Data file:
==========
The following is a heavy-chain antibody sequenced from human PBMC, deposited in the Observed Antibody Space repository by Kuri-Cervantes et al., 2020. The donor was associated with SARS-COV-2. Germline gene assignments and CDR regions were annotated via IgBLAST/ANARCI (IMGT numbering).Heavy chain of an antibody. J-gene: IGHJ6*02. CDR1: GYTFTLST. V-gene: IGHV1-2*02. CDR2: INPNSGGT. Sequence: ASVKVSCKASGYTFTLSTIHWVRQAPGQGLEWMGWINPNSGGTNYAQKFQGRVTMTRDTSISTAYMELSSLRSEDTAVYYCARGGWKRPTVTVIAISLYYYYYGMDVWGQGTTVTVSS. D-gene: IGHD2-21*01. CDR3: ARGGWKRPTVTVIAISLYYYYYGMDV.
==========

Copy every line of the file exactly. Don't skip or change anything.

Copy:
The following is a heavy-chain antibody sequenced from human PBMC, deposited in the Observed Antibody Space repository by Kuri-Cervantes et al., 2020. The donor was associated with SARS-COV-2. Germline gene assignments and CDR regions were annotated via IgBLAST/ANARCI (IMGT numbering).Heavy chain of an antibody. J-gene: IGHJ6*02. CDR1: GYTFTLST. V-gene: IGHV1-2*02. CDR2: INPNSGGT. Sequence: ASVKVSCKASGYTFTLSTIHWVRQAPGQGLEWMGWINPNSGGTNYAQKFQGRVTMTRDTSISTAYMELSSLRSEDTAVYYCARGGWKRPTVTVIAISLYYYYYGMDVWGQGTTVTVSS. D-gene: IGHD2-21*01. CDR3: ARGGWKRPTVTVIAISLYYYYYGMDV.